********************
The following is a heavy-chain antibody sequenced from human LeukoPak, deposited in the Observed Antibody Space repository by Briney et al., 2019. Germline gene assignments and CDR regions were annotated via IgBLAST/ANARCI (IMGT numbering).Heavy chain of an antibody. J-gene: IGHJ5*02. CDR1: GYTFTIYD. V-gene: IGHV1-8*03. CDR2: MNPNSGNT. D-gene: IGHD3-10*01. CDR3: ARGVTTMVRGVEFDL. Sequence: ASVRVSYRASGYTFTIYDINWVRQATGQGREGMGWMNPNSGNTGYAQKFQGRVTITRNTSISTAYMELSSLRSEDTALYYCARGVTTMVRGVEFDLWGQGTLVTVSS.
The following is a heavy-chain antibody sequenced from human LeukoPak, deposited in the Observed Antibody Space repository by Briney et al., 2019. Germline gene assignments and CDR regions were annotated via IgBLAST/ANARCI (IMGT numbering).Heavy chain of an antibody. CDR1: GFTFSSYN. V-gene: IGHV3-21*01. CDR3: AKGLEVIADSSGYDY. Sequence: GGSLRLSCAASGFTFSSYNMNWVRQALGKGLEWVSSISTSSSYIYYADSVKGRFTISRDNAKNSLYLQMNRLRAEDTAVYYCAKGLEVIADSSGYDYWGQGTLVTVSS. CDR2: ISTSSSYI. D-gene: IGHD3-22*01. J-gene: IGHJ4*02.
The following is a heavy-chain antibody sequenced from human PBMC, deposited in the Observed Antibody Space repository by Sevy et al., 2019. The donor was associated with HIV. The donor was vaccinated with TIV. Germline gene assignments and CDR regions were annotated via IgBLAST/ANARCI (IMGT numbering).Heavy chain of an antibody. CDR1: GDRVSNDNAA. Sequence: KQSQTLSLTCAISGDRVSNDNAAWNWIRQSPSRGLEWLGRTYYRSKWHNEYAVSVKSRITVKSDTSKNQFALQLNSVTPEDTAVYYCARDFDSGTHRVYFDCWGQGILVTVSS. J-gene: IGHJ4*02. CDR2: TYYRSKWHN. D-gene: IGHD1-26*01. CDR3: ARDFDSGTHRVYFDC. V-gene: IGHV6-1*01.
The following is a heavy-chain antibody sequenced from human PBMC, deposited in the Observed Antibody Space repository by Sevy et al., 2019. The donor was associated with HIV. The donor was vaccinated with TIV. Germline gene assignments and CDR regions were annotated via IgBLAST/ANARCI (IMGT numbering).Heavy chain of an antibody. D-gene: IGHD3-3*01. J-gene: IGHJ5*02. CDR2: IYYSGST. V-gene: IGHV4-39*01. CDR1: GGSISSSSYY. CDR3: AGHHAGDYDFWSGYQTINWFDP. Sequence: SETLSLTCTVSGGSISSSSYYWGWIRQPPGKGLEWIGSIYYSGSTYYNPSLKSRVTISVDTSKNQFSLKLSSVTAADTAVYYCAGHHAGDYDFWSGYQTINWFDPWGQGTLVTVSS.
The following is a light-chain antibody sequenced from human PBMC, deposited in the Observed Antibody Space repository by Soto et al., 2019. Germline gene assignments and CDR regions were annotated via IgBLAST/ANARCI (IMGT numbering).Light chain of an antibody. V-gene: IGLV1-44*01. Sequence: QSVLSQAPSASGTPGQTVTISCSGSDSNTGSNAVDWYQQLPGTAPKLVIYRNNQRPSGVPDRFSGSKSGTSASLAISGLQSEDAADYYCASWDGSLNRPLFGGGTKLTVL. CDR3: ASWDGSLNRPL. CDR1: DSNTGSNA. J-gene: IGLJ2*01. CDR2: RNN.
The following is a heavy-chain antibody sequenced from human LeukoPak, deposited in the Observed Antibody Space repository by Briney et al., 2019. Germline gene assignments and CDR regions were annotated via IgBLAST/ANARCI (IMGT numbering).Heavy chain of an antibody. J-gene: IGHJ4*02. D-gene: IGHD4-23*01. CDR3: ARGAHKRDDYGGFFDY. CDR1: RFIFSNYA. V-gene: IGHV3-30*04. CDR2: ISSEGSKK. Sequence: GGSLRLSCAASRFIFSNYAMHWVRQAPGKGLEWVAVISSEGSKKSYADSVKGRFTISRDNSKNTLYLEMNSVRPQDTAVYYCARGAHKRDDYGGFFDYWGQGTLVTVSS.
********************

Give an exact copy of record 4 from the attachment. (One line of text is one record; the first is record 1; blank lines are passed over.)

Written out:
The following is a heavy-chain antibody sequenced from human PBMC, deposited in the Observed Antibody Space repository by Sevy et al., 2019. The donor was associated with HIV. The donor was vaccinated with TIV. Germline gene assignments and CDR regions were annotated via IgBLAST/ANARCI (IMGT numbering).Heavy chain of an antibody. D-gene: IGHD3-3*01. J-gene: IGHJ5*02. CDR2: IYYSGST. V-gene: IGHV4-39*01. CDR1: GGSISSSSYY. CDR3: AGHHAGDYDFWSGYQTINWFDP. Sequence: SETLSLTCTVSGGSISSSSYYWGWIRQPPGKGLEWIGSIYYSGSTYYNPSLKSRVTISVDTSKNQFSLKLSSVTAADTAVYYCAGHHAGDYDFWSGYQTINWFDPWGQGTLVTVSS.